Terrain magazine shows how the cozy-sounding northern California agriculture scene is drying up watersheds and poisoning the landscape, all to bring people their drug of choice. Installment one on the boom in illegal water rustling for wineries starts like this:

After one of the rainiest years on record — when parts of the valley had been flooded — Anderson Creek, a tributary of the Navarro River, was dry. “It was as if we were in a drought year,” says Hall, a member of Friends of the Navarro River … But it was no drought. Hall says he observed trucks filling up water from along the creek at Golden Eye and taking it into the town of Philo and other areas where Anderson Valley’s growing population of vintners cultivate their grapes.

Worse, lots of these trucks have no legal right to take that water, but enforcement is proving very problematic.

As unkind as this is to the critters who live in the region’s rivers, witness the landscape-wide destruction being wrought in rural areas by the illegal cultivation of marijuana, California’s largest cash crop:

Mendocino County Sheriff Tom Allman tells this story about a family in Piercy. It’s becoming more common in the new climate of large-scale illegal grows, indoors and out. The quiet-seeking family listened to generators running day and night, smelled diesel exhaust, and learned more about bad installations than they ever hope to know: The grower used a polymer tank connected to the generators with PVC pipe and wire clamp connectors. Neither the tank nor the pipe and fittings are rated to hold petroleum products. The Hazardous Materials unit ends up at situations like this, and landowners are responsible for the clean-up costs. Assuming there is a landowner. Often grows happen on remote tribal, BLM, or national forest lands, and taxpayers foot the bill.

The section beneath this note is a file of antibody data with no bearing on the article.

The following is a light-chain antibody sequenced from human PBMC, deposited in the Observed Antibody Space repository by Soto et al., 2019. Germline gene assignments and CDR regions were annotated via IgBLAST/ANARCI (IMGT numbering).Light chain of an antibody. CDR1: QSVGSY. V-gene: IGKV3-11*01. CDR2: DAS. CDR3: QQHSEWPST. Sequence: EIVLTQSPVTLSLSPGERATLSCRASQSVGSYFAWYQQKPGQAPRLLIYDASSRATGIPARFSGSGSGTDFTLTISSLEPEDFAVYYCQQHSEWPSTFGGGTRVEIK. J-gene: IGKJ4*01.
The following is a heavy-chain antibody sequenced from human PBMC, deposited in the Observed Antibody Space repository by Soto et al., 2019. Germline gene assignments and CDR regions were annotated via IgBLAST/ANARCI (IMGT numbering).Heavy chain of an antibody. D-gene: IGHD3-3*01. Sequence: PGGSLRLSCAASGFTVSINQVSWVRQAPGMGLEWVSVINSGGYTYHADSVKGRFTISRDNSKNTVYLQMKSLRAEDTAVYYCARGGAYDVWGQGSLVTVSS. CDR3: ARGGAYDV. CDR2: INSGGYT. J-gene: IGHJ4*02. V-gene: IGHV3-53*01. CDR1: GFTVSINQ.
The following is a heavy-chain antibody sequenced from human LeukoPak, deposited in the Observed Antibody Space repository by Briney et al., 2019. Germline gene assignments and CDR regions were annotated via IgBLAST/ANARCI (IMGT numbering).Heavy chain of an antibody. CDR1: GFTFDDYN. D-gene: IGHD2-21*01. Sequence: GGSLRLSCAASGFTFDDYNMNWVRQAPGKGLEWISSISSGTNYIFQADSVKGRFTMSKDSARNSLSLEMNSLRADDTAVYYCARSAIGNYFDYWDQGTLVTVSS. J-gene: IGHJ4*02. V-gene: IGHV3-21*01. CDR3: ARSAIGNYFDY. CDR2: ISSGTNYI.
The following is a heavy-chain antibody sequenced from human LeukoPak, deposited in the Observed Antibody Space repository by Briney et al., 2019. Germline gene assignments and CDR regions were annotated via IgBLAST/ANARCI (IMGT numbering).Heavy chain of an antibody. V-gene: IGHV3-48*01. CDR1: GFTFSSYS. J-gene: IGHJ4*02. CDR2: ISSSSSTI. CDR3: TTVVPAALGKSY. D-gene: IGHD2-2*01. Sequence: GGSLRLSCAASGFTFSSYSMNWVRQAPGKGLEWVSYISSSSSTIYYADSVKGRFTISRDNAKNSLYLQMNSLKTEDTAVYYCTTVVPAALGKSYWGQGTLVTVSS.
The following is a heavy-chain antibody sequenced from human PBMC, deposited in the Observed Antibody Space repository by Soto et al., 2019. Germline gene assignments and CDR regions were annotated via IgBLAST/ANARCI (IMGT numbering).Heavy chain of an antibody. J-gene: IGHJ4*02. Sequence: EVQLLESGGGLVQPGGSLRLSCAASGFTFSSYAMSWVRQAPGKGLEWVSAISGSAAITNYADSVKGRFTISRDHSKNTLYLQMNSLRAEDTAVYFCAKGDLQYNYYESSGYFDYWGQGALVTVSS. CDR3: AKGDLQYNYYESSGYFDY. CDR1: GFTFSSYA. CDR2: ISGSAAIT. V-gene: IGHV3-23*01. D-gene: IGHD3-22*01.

According to a 2006 report by Dr. Jon B. Gettman of Shepherd University, California leads the nation in indoor and outdoor marijuana production. It is the state’s largest cash crop, generating nearly $14 billion, more than grapes, vegetables, and hay combined. Moreover, production has increased ten-fold in the last 25 years. Much of that production takes place in marginal and remote areas, where ATVs power up hills to tiny outcrops, generators thunder day and night, and water trucks suck water out of tiny creeks.

And illegal outdoor growers have a nasty habit of leaving poisoned baits around to kill any four-leggeds that might try to eat the plants. When these newly toxic critters totter off and die, scavengers like vultures, hawks, and coyotes share the collateral damage.

Obviously, these are no sweet, hippie-dippy operations. Most are run by violent, armed gangs bent on big profits, and the plants are managed by packs of individuals in areas so remote they have to be ferried in via helicopter. Hikers beware.

Interestingly, legal medical marijuana operations are described by an official in the article as environmentally benign. But where’s the sanity in the number of wineries being allowed in this often dry region? How much more California wine does the world really need?